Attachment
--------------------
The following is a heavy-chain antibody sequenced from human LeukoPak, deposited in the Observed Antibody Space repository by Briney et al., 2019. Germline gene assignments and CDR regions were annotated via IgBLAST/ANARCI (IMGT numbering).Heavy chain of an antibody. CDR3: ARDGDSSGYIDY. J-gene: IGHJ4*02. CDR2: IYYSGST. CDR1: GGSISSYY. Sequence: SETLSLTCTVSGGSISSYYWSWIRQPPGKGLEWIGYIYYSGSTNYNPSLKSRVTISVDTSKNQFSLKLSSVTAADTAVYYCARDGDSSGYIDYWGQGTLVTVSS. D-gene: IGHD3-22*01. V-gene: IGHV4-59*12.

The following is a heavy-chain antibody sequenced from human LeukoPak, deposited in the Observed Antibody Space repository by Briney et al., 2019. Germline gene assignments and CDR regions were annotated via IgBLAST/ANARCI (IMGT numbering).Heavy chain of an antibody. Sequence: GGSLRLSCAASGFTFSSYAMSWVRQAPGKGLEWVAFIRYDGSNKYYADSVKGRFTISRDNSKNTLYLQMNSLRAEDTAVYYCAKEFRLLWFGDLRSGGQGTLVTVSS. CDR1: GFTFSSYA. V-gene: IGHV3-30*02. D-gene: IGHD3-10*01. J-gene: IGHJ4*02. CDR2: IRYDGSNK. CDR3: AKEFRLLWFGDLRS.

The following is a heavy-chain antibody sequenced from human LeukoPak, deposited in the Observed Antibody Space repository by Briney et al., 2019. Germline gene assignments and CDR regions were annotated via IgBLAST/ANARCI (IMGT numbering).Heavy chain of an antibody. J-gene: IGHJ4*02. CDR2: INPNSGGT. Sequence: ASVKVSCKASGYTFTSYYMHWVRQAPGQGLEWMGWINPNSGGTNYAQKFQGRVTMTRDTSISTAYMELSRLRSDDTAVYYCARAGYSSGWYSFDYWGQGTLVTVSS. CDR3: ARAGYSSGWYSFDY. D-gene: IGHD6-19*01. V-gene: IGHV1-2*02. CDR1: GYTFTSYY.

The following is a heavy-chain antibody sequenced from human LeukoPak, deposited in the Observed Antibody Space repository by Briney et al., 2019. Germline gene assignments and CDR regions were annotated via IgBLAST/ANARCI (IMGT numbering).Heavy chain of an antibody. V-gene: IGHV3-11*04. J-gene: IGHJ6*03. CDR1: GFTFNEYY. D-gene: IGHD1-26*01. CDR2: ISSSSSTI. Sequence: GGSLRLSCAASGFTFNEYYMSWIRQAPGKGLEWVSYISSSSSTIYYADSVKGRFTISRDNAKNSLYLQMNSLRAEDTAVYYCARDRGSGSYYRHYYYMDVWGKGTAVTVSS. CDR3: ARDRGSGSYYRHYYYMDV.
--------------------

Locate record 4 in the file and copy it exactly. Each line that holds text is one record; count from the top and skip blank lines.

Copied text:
The following is a heavy-chain antibody sequenced from human LeukoPak, deposited in the Observed Antibody Space repository by Briney et al., 2019. Germline gene assignments and CDR regions were annotated via IgBLAST/ANARCI (IMGT numbering).Heavy chain of an antibody. V-gene: IGHV3-11*04. J-gene: IGHJ6*03. CDR1: GFTFNEYY. D-gene: IGHD1-26*01. CDR2: ISSSSSTI. Sequence: GGSLRLSCAASGFTFNEYYMSWIRQAPGKGLEWVSYISSSSSTIYYADSVKGRFTISRDNAKNSLYLQMNSLRAEDTAVYYCARDRGSGSYYRHYYYMDVWGKGTAVTVSS. CDR3: ARDRGSGSYYRHYYYMDV.